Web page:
Remember the biggest ever revolt against war

November 6, 2017

On Saturday the UK will mark Armistice Day. An official cult of remembrance requires that this week people in the public eye – politicians, newsreaders, sports personalities and so on – wear the red poppy that commemorates British service personnel.

I am wearing the white poppy, that commemorates all the victims of all wars. It’s a white poppysocialist, anti-militarist tradition that I think should be spread more widely.

The horrible destruction in Syria, unleashed by the regime of Bashar al-Assad to protect his power from a popular uprising and generalised into a multi-sided war, is reason enough to wear the white poppy.

And this year it can also serve as a reminder of the greatest popular anti-military uprising in history – in Russia in the summer of 1917.

The women workers of Petrograd (now St Petersburg) began the 1917 revolution in February, by striking and demonstrating against the first world war (in which Russia was allied with Britain and France) and the hardships it brought.

Soldiers of the Petrograd garrison, by refusing to fire on the protesters and pledging Read the rest of this entry »

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China: collective resistance against iSlavery

October 23, 2017

Review of Goodbye iSlave: a manifesto for digital abolition by Jack Linchuan Qiu (University of Illinois Press, 2016)

When 15 young workers jumped or fell from the upper floors of Foxconn’s factories in China in five months of 2010 – 13 of them to their deaths – it made international headlines. People across the world felt outrage at the oppressive working conditions in which iPhones and other high-tech products are made.

Much less well-publicised were the collective resistance movements that flowered at Foxconn and other big Chinese factories in the years following the “Suicide Express”.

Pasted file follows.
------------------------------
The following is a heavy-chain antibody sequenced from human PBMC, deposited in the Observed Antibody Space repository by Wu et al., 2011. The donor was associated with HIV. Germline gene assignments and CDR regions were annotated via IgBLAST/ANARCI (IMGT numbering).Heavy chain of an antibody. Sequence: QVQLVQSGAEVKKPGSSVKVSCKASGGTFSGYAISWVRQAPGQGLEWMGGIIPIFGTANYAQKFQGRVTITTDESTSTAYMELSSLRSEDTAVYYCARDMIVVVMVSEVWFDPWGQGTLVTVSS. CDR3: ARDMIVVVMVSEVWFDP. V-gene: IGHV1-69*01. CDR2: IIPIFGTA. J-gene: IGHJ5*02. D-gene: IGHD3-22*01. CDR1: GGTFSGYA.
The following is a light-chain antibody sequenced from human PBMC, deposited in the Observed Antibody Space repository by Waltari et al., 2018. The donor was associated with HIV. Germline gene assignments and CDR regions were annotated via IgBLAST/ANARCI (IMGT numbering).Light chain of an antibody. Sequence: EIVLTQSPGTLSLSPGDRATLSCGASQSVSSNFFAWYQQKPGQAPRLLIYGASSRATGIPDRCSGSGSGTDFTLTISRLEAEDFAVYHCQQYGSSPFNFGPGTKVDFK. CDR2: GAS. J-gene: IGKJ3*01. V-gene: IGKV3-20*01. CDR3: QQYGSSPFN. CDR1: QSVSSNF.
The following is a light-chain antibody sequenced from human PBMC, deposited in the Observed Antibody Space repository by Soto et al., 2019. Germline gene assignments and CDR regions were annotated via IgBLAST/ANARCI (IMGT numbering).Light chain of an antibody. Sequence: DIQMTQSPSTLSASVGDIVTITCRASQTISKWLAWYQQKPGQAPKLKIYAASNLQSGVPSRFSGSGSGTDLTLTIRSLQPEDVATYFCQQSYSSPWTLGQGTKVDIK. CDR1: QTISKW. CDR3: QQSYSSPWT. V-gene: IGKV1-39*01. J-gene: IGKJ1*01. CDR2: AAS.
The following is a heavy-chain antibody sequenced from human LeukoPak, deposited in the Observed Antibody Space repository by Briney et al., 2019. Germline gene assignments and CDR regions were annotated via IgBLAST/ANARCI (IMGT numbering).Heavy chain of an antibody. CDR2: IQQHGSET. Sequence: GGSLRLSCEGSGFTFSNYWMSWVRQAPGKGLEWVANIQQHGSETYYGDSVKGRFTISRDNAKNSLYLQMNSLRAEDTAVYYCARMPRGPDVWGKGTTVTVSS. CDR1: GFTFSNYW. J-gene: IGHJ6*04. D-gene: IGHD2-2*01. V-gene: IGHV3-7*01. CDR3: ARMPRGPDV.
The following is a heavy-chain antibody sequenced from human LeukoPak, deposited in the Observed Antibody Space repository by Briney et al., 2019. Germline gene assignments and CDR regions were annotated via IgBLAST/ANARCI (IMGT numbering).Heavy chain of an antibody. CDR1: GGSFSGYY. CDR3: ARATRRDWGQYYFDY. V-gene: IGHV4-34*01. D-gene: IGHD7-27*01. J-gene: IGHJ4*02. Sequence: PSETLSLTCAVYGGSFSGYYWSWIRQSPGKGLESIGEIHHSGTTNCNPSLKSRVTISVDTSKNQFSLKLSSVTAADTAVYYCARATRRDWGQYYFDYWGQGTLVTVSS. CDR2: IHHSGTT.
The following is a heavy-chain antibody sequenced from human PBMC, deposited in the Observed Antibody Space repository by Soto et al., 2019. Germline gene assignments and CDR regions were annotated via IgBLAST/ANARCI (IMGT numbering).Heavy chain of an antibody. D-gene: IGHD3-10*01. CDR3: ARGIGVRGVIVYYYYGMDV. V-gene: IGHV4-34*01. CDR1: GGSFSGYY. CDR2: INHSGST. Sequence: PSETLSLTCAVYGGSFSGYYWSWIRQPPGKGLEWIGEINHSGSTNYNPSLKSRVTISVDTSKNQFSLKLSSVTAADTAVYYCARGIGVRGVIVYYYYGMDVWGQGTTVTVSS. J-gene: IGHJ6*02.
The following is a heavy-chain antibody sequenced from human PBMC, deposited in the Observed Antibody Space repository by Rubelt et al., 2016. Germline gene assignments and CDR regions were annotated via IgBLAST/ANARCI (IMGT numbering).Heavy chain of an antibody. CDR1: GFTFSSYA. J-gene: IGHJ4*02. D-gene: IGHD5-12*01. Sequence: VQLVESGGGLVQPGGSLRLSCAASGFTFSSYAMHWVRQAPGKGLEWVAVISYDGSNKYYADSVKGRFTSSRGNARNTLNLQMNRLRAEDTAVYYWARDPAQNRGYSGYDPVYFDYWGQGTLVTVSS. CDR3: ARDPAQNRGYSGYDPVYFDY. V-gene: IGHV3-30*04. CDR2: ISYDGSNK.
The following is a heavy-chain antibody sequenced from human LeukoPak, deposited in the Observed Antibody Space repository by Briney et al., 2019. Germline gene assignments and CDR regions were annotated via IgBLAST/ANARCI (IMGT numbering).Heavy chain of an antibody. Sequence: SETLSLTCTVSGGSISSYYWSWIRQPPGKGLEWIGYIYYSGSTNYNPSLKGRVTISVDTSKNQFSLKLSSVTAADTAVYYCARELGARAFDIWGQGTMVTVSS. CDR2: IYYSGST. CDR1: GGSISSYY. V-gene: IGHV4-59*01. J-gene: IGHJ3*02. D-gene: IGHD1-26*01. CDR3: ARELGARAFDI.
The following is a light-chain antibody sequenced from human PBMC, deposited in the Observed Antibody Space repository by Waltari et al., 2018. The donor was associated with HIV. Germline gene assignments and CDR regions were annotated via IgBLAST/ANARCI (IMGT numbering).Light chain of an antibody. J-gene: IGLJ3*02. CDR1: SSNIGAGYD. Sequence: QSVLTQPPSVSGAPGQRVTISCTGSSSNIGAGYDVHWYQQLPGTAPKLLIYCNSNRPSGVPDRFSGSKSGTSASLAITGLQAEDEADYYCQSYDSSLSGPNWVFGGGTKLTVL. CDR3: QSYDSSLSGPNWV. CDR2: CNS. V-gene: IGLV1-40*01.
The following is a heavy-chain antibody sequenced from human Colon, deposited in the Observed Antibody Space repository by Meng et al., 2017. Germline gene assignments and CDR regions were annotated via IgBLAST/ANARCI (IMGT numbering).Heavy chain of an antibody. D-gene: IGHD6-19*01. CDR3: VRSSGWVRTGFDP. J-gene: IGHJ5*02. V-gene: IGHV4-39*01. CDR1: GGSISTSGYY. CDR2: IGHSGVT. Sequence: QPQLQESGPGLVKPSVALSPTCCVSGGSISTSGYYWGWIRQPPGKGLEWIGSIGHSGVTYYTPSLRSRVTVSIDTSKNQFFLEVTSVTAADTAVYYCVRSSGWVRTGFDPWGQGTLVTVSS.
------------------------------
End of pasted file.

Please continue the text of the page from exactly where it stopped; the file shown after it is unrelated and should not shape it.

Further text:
In April 2012, 200 Foxconn employees at Wuhan took pictures of themselves on the factory rooftop, and circulated them on social media, along with threats to jump if the company kept ignoring their demand for a wage increase. The company backed down.

This action “differ[ed] qualitatively from individual acts of suicide. Instead, it became a collective behaviour that successfully pressurised Foxconn to increase wages”, the Hong Kong-based activist and university teacher Jack Linchuan Qiu writes in Goodbye iSlave (p. 134).

Qiu describes a world – our world – in which the latest technological devices are made by workers who are subject to dehumanising super-exploitation, and are also used by those workers in organising collective resistance to their conditions.

The main focus of the book is Foxconn, the world’s largest electronics manufacturer. Its workforce of 1.4 million, mostly in China, make most i-products for Apple – including iPads, Read the rest of this entry »


Moving the trade unions past fossil fuels

August 9, 2017

The Public and Commercial Services union (PCS) has launched a pamphlet, Just Transition and Energy Democracy: a civil service trade union perspective, urging trade union support for the transition away from fossil fuels and restructuring the energy system under public ownership. In this interview SAMANTHA MASON, PCS policy officer and main author of the pamphlet, published in May, talks about combating the pro-fossil-fuel lobby in the unions and the Labour Party, and how to unite social and environmental movements.

Gabriel Levy (GL). Could you describe the PCS’s long engagement with energy and climate policy, which has culminated in the Just Transition pamphlet?

Samantha Mason (SM). We have been engaged with climate change issues, and increasingly with the whole energy debate, for about ten years. This has in large part been due to motions coming to conference from the grassroots membership, and an assistant general secretary, Chris Baugh, leading on

Anti-fracking protesters in Lancashire: the PCS is working with them. Photo from Reclaim the Power

this, which has enabled us to develop our policy and campaigning agenda.We participate in meetings with other industrial and energy unions, mainly through the Trade Unions Sustainable Development Advisory Committee. [Note. This committee was set up as a joint government-union forum after the 1997 Kyoto climate talks, but government participation dried up under the Tories. It is now a meeting place for union policy officers, and latterly, industrial officers.]

Some of the unions there represent workers in the fossil fuel and nuclear sectors, so while we’re supposed to look at sustainable development issues, Read the rest of this entry »